RK: In setting out to create this story, I didn’t intend to give people a “take away” of any sorts. One of the most powerful things a film can do is accurately reflect an aspect of our own society in a way that is honest and promotes empathy. There was a lot of effort put in to make sure that Colin wasn’t portrayed as evil, like some villain out of an after school special. He obviously has his flaws, and some unchecked biases, but if he was overtly and unrealistically prejudicial, I don’t think this film would resonate.  At our last screening, we had numerous people talk to us about how much they could relate to Rik’s situation, and how closely it reflected their feelings. Honestly, that’s all I can ask for.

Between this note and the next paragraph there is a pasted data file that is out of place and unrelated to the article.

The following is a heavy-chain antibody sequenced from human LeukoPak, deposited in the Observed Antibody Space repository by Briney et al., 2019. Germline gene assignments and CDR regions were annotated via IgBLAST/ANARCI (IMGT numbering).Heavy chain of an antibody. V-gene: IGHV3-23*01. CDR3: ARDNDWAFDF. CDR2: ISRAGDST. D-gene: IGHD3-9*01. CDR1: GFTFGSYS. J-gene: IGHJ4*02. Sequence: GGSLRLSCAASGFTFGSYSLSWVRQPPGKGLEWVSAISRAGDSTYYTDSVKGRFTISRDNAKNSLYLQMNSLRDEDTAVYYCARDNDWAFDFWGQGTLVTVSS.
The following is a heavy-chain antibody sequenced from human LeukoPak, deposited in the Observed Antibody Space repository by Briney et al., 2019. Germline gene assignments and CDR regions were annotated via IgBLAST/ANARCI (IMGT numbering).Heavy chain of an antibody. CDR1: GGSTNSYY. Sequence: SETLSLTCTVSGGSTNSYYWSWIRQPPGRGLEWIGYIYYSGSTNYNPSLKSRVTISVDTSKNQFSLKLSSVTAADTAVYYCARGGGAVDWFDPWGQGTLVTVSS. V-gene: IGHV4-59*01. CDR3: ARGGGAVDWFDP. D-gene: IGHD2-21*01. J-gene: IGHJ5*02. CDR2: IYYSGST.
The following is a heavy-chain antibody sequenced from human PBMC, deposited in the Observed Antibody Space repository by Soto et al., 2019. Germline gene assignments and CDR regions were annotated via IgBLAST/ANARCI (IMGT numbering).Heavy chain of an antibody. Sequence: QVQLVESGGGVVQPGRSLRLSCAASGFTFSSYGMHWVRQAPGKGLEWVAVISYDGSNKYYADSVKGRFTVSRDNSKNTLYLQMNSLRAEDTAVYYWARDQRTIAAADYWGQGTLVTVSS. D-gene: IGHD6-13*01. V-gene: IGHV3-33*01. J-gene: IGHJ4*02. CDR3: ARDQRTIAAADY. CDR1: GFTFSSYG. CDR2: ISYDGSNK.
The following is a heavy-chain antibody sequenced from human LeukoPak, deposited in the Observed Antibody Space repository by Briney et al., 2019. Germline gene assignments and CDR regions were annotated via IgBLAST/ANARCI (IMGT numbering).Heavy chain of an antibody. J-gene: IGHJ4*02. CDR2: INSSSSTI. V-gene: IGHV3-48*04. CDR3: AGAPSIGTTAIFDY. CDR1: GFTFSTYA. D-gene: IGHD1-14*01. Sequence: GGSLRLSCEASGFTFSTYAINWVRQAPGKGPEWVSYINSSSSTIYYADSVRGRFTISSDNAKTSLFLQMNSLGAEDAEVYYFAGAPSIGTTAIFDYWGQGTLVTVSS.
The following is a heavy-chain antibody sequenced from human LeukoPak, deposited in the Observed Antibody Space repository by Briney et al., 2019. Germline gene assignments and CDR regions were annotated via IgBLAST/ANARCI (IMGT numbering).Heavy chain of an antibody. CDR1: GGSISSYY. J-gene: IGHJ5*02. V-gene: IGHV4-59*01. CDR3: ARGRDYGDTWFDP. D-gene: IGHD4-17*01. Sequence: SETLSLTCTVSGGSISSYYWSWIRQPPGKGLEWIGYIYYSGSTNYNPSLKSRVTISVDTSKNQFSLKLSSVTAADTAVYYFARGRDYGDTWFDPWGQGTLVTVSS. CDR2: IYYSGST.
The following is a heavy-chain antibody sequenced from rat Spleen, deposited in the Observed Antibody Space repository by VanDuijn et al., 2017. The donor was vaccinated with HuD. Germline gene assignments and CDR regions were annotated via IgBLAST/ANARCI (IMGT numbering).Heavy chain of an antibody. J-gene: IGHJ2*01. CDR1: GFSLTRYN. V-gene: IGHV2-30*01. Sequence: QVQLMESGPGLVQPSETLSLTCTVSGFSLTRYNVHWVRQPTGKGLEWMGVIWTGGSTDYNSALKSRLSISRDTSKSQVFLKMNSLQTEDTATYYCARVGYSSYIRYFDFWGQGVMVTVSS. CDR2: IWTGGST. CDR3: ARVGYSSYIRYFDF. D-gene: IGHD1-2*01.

Short Film Fan Review: From start to finish, Interview was a riveting 19-minute short. Colin’s preoccupation with his mobile phone within the first one and a half minutes into the film was a tip that things were not going to go well between the two gentlemen. Rik’s determination and Colin’s arrogance were scripted well and complemented both of these characters. It was easy to relate to and feel for Rik’s character, as most job seekers have experienced at least one bad interview at some point in their lives. In some ways, you could see that Colin was in a bind as an employer. Since his employee Angie (who we did not see in the film) had recommended Rik, and she presumably got along with Colin, he probably felt that he had to entertain Angie’s request of meeting up with Rik in order to show that he was a good boss. The dialogue was very realistic and it felt like as if you were in that room experiencing the interview in person. Interview is highly recommended watching for interviewers and interviewees, alike. Watch out, interviewers: make sure you know how to handle yourself in an interview better than Colin did.